Types of water tanks
Rainwater tanks come in different shapes and sizes.
They can also be made from varying materials, including plastic or concrete.
If you are already connected to the centralised water network and are short of space, slim-line tanks are a good option. They can fit along the side of your house, fence, garage or other structure.
Bladder tanks are designed to fit under floors and decks, making use of previously unused space.
For more information, see
Rainwater tank suppliers.
Retention tanks retain water for future use.
|Non-potable (non-drinking water)
||Outdoor use, such as washing a car or watering garden
||Non-potable (single use) retention tank or rain barrel
Outdoor use, toilet flushing and laundry use
Non-potable (single use) retention tank
|Potable water (full drinking water supply)
Outdoor and indoor uses, including kitchen and bathroom water supply
Water must be purified
Most suitable for households NOT connected to centralised water network
|Potable (or complete supply) water retention tank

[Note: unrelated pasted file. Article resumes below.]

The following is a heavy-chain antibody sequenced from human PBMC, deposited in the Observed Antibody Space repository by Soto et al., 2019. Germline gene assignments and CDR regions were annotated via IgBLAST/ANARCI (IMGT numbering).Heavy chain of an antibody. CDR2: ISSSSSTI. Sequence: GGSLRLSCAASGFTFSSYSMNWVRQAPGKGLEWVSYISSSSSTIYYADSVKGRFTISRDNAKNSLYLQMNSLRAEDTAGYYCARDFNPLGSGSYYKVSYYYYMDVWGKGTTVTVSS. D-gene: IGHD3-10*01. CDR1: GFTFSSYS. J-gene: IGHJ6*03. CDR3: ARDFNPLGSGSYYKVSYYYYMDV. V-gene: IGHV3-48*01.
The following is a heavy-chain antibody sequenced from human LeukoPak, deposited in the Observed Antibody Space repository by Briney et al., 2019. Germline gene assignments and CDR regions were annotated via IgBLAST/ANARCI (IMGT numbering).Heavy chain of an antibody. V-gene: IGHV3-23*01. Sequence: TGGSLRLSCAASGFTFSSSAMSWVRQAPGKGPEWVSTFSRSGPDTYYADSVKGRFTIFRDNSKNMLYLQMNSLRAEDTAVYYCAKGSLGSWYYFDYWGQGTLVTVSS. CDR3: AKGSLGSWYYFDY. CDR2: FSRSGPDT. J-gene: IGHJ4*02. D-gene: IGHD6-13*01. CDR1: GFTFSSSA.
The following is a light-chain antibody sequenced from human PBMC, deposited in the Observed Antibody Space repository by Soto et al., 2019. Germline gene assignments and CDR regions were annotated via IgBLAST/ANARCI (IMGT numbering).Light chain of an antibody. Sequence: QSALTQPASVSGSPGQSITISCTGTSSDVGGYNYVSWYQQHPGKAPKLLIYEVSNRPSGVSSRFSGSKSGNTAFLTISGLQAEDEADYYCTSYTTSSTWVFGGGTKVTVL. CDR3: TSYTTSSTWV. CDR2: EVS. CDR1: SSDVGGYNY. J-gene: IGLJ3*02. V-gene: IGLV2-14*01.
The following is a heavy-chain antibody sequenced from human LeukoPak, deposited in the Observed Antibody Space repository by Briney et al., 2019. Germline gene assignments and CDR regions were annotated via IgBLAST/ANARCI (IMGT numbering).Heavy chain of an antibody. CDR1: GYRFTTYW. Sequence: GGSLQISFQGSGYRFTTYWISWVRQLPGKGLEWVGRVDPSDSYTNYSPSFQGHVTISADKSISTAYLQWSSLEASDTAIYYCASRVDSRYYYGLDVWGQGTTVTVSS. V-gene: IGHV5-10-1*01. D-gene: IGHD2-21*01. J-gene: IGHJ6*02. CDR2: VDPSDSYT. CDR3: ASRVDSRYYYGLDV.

Stormwater detention tanks
Detention tanks capture rainwater and store it, slowly releasing it back to the stormwater network.
This contributes to reducing the flow of stormwater runoff and minimises the negative effects on the environment, such as bank erosion, sewer and stormwater overflows.
A detention function can be added to a retention tank to make it a dual-purpose system.
Auckland Design Manual website for more information on stormwater management devices.
Guide to choosing a rainwater tank
Read our practical guide for information on types of systems, choosing a size, components and what consents you need.